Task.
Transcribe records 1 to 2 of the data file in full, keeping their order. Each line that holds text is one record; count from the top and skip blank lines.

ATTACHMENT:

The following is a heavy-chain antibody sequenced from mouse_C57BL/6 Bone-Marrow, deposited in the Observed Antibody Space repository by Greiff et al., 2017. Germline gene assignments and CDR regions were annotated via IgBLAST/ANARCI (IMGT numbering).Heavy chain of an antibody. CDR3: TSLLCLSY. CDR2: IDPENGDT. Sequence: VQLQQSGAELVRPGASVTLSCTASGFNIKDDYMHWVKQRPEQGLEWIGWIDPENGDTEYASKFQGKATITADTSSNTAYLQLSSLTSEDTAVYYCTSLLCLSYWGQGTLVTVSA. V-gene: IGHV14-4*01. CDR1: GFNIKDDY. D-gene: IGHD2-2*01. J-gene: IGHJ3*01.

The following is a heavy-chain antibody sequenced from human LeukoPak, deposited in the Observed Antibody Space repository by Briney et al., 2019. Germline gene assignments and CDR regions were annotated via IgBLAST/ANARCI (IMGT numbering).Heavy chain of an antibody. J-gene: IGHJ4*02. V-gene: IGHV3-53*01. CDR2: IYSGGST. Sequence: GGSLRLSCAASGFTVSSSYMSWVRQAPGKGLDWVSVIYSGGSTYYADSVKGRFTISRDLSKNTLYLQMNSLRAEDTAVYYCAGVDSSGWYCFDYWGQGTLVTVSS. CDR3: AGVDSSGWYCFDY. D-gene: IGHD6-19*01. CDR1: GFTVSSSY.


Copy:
The following is a heavy-chain antibody sequenced from mouse_C57BL/6 Bone-Marrow, deposited in the Observed Antibody Space repository by Greiff et al., 2017. Germline gene assignments and CDR regions were annotated via IgBLAST/ANARCI (IMGT numbering).Heavy chain of an antibody. CDR3: TSLLCLSY. CDR2: IDPENGDT. Sequence: VQLQQSGAELVRPGASVTLSCTASGFNIKDDYMHWVKQRPEQGLEWIGWIDPENGDTEYASKFQGKATITADTSSNTAYLQLSSLTSEDTAVYYCTSLLCLSYWGQGTLVTVSA. V-gene: IGHV14-4*01. CDR1: GFNIKDDY. D-gene: IGHD2-2*01. J-gene: IGHJ3*01.

The following is a heavy-chain antibody sequenced from human LeukoPak, deposited in the Observed Antibody Space repository by Briney et al., 2019. Germline gene assignments and CDR regions were annotated via IgBLAST/ANARCI (IMGT numbering).Heavy chain of an antibody. J-gene: IGHJ4*02. V-gene: IGHV3-53*01. CDR2: IYSGGST. Sequence: GGSLRLSCAASGFTVSSSYMSWVRQAPGKGLDWVSVIYSGGSTYYADSVKGRFTISRDLSKNTLYLQMNSLRAEDTAVYYCAGVDSSGWYCFDYWGQGTLVTVSS. CDR3: AGVDSSGWYCFDY. D-gene: IGHD6-19*01. CDR1: GFTVSSSY.